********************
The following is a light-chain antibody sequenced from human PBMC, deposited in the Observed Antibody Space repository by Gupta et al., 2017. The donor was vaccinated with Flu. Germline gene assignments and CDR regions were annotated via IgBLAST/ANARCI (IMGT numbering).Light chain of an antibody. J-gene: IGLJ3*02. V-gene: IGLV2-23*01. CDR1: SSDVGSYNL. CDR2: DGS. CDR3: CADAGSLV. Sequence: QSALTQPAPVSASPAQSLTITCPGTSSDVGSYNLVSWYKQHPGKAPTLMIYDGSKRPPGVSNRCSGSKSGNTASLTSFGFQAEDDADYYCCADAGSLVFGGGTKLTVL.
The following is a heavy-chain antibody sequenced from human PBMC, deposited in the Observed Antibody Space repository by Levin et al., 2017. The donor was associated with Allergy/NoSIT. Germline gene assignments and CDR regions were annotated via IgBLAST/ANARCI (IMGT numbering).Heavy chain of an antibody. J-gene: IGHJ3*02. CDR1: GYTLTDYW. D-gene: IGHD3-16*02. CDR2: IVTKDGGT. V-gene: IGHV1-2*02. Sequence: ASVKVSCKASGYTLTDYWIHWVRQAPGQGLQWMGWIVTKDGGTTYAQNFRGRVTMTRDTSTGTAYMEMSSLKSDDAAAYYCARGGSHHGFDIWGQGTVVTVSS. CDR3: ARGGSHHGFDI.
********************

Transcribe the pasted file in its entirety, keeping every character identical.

The following is a light-chain antibody sequenced from human PBMC, deposited in the Observed Antibody Space repository by Gupta et al., 2017. The donor was vaccinated with Flu. Germline gene assignments and CDR regions were annotated via IgBLAST/ANARCI (IMGT numbering).Light chain of an antibody. J-gene: IGLJ3*02. V-gene: IGLV2-23*01. CDR1: SSDVGSYNL. CDR2: DGS. CDR3: CADAGSLV. Sequence: QSALTQPAPVSASPAQSLTITCPGTSSDVGSYNLVSWYKQHPGKAPTLMIYDGSKRPPGVSNRCSGSKSGNTASLTSFGFQAEDDADYYCCADAGSLVFGGGTKLTVL.
The following is a heavy-chain antibody sequenced from human PBMC, deposited in the Observed Antibody Space repository by Levin et al., 2017. The donor was associated with Allergy/NoSIT. Germline gene assignments and CDR regions were annotated via IgBLAST/ANARCI (IMGT numbering).Heavy chain of an antibody. J-gene: IGHJ3*02. CDR1: GYTLTDYW. D-gene: IGHD3-16*02. CDR2: IVTKDGGT. V-gene: IGHV1-2*02. Sequence: ASVKVSCKASGYTLTDYWIHWVRQAPGQGLQWMGWIVTKDGGTTYAQNFRGRVTMTRDTSTGTAYMEMSSLKSDDAAAYYCARGGSHHGFDIWGQGTVVTVSS. CDR3: ARGGSHHGFDI.